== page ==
– Michael, Pavillon Alumni
“I don’t know exactly when I became an addict/alcoholic, I just have to accept that I will always be one.” ~Anonymous
While I understand that reflection upon the road behind me has its value–especially when it comes to not endlessly repeating the same mistakes–I was really astounded when I heard someone say this recently at my home group. I suppose I loved the simple, forward-looking starkness of what was being communicated. I think I also recognized my own inability for so many years to remain in the teachable moment that defines the power of the First Step.
I could usually stop using and drinking–for a while. Maybe. But I couldn’t stay stopped. I had a really hard time accepting that I had crossed over that invisible line and that, having done so, I had irrevocably and indelibly become something new. This new me was marked with a permanence I neither welcomed nor embraced. I really hate it that the hardest truths in life don’t usually require my assent to be so.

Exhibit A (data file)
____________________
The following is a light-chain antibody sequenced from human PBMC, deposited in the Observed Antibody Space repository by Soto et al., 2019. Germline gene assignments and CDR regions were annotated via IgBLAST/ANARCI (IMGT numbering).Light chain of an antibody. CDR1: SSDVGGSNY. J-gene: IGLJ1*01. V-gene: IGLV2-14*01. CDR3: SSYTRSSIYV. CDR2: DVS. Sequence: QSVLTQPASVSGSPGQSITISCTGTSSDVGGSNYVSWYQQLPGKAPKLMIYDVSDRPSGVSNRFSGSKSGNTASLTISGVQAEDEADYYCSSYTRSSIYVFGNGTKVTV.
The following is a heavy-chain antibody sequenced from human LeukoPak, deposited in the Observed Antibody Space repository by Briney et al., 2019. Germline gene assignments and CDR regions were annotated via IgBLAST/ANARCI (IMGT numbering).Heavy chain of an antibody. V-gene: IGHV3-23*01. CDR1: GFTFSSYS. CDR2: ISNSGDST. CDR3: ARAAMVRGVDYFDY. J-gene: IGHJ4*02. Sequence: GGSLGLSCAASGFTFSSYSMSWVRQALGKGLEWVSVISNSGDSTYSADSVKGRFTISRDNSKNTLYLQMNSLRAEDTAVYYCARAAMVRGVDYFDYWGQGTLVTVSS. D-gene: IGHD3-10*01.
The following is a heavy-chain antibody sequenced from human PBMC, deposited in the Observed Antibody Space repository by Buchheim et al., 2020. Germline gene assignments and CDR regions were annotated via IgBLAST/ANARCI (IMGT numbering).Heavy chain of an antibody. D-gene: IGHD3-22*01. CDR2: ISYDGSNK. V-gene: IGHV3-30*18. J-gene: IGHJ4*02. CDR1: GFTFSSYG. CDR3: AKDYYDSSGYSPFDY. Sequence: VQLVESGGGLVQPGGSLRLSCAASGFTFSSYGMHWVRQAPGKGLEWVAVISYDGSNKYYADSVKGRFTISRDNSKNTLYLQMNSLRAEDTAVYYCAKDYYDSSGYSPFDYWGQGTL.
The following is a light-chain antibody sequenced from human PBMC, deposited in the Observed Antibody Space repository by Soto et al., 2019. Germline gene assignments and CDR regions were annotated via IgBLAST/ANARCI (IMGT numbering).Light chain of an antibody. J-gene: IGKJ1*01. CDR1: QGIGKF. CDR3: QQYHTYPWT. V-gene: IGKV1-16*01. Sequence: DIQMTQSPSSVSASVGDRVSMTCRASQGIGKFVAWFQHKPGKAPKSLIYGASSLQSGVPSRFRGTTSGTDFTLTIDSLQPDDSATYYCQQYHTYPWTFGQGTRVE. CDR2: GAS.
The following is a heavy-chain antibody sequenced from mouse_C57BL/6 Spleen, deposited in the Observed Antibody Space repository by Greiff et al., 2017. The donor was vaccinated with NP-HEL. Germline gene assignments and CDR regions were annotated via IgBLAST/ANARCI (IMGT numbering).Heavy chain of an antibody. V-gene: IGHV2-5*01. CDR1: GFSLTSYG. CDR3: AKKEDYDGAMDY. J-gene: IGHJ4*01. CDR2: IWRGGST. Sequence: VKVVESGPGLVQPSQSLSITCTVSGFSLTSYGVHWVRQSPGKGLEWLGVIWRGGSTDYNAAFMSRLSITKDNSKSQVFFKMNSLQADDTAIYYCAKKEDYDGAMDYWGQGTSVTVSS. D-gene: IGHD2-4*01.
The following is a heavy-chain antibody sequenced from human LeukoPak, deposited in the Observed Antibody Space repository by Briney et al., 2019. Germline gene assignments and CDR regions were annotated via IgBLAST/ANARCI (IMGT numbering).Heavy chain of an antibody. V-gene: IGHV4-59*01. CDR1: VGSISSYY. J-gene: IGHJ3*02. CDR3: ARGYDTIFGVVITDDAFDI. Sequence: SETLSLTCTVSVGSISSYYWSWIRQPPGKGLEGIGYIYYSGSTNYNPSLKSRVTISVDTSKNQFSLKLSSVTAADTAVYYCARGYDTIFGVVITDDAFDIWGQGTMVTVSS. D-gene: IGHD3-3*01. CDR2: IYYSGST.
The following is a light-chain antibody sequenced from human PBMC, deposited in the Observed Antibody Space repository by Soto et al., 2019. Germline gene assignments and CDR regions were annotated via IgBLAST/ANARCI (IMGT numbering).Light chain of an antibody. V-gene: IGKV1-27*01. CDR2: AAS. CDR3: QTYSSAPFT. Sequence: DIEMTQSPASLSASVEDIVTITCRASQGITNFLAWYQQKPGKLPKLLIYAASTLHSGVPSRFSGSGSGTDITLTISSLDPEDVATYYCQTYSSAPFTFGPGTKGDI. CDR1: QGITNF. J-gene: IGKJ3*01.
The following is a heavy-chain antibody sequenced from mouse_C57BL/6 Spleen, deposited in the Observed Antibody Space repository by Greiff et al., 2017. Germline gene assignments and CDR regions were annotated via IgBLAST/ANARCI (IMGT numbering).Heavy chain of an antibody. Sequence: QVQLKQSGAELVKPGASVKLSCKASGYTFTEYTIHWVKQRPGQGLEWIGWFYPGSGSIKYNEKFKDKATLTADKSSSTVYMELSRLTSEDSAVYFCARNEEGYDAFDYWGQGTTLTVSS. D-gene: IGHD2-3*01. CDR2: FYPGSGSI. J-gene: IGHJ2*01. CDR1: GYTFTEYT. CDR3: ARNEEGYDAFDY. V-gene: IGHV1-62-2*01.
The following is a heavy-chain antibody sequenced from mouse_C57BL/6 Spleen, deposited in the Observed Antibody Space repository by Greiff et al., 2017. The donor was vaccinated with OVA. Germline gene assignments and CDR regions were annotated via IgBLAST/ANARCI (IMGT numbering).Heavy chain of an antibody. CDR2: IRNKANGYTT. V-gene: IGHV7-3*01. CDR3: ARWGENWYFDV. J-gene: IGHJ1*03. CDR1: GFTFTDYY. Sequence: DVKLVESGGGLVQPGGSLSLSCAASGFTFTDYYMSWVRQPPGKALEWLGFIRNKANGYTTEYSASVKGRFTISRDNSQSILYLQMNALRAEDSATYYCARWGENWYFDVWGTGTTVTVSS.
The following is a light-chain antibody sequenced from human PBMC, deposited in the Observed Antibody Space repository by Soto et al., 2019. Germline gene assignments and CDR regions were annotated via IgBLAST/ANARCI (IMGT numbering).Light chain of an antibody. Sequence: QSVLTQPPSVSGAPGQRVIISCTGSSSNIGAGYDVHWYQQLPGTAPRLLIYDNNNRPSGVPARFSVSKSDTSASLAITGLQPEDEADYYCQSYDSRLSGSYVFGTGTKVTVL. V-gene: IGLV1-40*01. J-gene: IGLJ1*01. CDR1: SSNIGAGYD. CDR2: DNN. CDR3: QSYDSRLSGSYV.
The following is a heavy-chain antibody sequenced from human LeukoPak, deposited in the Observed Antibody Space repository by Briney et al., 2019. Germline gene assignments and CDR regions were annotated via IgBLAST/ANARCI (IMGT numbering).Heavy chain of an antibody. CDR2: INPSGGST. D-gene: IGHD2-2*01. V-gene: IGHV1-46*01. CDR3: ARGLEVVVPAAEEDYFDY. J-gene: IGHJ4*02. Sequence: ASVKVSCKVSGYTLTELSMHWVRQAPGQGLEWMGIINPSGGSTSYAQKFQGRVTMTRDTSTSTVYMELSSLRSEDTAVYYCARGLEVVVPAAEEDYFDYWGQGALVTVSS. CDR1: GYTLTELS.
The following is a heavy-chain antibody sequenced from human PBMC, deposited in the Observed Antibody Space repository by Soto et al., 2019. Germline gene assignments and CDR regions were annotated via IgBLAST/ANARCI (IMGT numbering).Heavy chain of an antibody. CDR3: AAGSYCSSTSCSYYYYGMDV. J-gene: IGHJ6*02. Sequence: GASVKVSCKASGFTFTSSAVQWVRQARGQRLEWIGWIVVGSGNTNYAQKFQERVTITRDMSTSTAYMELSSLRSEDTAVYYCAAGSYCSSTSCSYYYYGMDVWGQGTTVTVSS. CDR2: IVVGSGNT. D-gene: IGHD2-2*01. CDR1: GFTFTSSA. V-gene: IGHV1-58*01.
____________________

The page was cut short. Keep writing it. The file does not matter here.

I am, however, given periodic glimpses of what can happen if and when I choose to live in denial of those hard truths. Sometimes these wake-up calls come in the guise of yet one more news story about the seemingly endless supply of overdoses reported in the media. Or, like this past week, the lightning bolt can strike far closer to home when a text message notification from my phone randomly arrives with the news that someone I was in treatment with did one last one that was the last thing they’ll ever do.
That’s one hell of a way to be reminded of my still-new and permanent state of being. But I’m also oddly–and humbly–grateful for yet one more sign that, going forward, acceptance is my best bet.